The nine-story Carle Heart and Vascular Institute, located on the hospital's campus, will include eight catheterization labs and upgrades to technology. The facility will also house intensive care beds that are currently located in buildings constructed in the 1960s and 1970s.
"We have a real need here to improve our facilities," Carle CEO James Leonard said. "We have fantastic technical capabilities. We have great people, but we're really out of space. The demand continues to increase for all cardiovascular care, both around heart attacks as well as strokes."
During a dedication ceremony Wednesday, the Institute's medical director, Matt Gibb, emphasized the center's role in treating health conditions that can worsen over time, such as a stroke, diabetes, or a heart attack.
"The tower will be a true environment for healing," Gibb said. "It will be a place where we can help patients prevent and beat heart disease, and also return to normal life following an event like a heart attack."
Hospital officials estimate the center will have a $100 million impact on the local economy, and create up to 150 jobs during the two years it takes to construct the building.
The $220 million project, which was approved by the state in 2010, will be financed with cash and the sale of bonds.
It is scheduled to be completed in 2013.
(Design courtesy of Carle Foundation Hospital)
The St. Louis restaurant company Panera says its experiment to open several "pay-what-you-want nonprofit restaurants" has been a huge success.
Customers at these special facilities order like normal, but the cashiers simply suggest payment amounts - what customers actually put into the donation box is up to them.
Panera founder and chairman Ronald Shaich says nearly 80 percent of customers pay the full prices or more.
"The singular thing we've learned is that humanity is fundamentally good," Shaich said. "People have essentially been doing the right thing. People get it, people respond to it, they don't abuse it. I think at first some people thought that they would abuse us."
All proceeds go toward a non-profit foundation as well as a job training program for youth.
Panera's first pay-what-you-want location was in opened in Clayton. The company has since opened two other facilities in Detroit and Portland, Oregon.
(Photo courtesy of TerryJohnston/Flickr)
A company that closed a plant in Coles County two years ago is coming back.
Houston-based NCI Building Systems, Inc. operated a plant in Mattoon for about 20 years until it was forced to close in 2009 because of downturns in the economy.
The company manufactures insulated wall systems for large commercial and industrial developments.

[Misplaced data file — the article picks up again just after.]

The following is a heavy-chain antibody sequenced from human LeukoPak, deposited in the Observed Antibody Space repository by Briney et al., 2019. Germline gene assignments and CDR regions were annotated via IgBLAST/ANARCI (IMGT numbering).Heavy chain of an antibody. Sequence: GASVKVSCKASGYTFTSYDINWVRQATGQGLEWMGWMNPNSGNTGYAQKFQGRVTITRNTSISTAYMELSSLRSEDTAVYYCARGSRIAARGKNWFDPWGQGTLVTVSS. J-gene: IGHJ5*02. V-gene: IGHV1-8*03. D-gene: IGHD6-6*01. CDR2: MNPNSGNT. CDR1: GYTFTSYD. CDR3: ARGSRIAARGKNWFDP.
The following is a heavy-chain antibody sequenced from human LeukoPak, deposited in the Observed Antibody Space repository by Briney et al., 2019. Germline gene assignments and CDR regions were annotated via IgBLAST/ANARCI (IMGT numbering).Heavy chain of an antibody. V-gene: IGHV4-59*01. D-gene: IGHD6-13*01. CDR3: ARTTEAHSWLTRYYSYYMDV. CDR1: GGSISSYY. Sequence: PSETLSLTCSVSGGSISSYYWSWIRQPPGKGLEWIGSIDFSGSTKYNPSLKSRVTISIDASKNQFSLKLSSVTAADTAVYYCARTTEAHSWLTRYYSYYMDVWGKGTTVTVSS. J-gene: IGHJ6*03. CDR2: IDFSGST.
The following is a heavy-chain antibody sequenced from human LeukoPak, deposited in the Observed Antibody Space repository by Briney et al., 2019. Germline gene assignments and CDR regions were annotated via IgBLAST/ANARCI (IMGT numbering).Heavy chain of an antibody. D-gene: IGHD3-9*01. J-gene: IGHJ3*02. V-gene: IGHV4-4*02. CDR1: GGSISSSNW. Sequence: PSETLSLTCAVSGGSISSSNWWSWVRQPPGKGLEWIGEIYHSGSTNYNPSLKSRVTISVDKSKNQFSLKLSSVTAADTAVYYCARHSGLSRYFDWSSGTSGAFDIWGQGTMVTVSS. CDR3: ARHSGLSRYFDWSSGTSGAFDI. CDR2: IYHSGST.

Angela Griffin, the president of Coles Together, said the closure left a dent in the community by eliminating about 45-to-50 jobs. She said many of those workers have been able to find new jobs within the last couple of years.
"There may still be some that are on unemployment, and hopefully they can reach back to those people and get them," Griffin said.
She said the company's return is about a $20 million investment in the community, which she estimates will initially lead to about 25 new jobs.
Mattoon beat out four other sites outside of Illinois to host the plant.
"We thought we had lost them for good," she said. "Their industry had taken a big hit, and they had vacant buildings in other states. We thought it was a slim chance that they would bring production back to Central Illinois. So, we were very pleased.
Four Illinois state employees whose work was split among agencies were overpaid by $77,000 the last two years, an audit released Thursday shows.
One employee working for the Illinois Department of Financial and Professional Regulation got $36,151 more than specified. Another received and additional $25,662.
Auditor General William Holland's office examined seven cases where department employees did work for other agencies. In four of them, the employees wound up being paid too much. The audit did not indicate how many such" interagency agreements" the agency had.
In three cases, the other agency involved was the governor's budget office.
The case of the $36,000 overpayment happened under former Gov. Rod Blagojevich, said Susan Hofer, spokeswoman for the Department of Financial and Professional Regulation. She couldn't immediately say whether money had been recovered.
The other overpayments occurred when payroll for the agency was being centralized and confusion over the new system might have played a role, she said.
Holland's report also found in several cases that the agency lacked documentation showing an employee did any work for the Department of Financial and Professional Regulation and other cases where there was no explanation of how payment among the participating agencies was determined.
In its response to the audit, the department said it will be more diligent in recognizing possible overpayments and adjusting pay in such cases. Officials said they would try to develop a way to determine how much each agency should pay.
The report also declared that the Department of Financial and Professional Regulation couldn't find $240,000 worth of equipment - mostly computers - the last two years.
The agency told Holland it didn't know whether the computers contained any confidential information.
Hofer said some computers were stolen during a break-in at an agency office, but she couldn't immediately say why that wasn't mentioned in the audit.
An old mansion in Champaign that was converted into the McKinley YMCA could soon become a mansion once again.
Local developer Leon Jeske has purchased the McKinley Y from the Champaign County YMCA for $450,000. He plans to restore the century-old building, and lease it out as a private residence. Jeske stepped in after earlier plans to sell the square-block site to Owens Funeral Home fell through.
Jeske said the building is in essentially good shape. He said much of its interior features are unchanged, despite decades of use by the YMCA.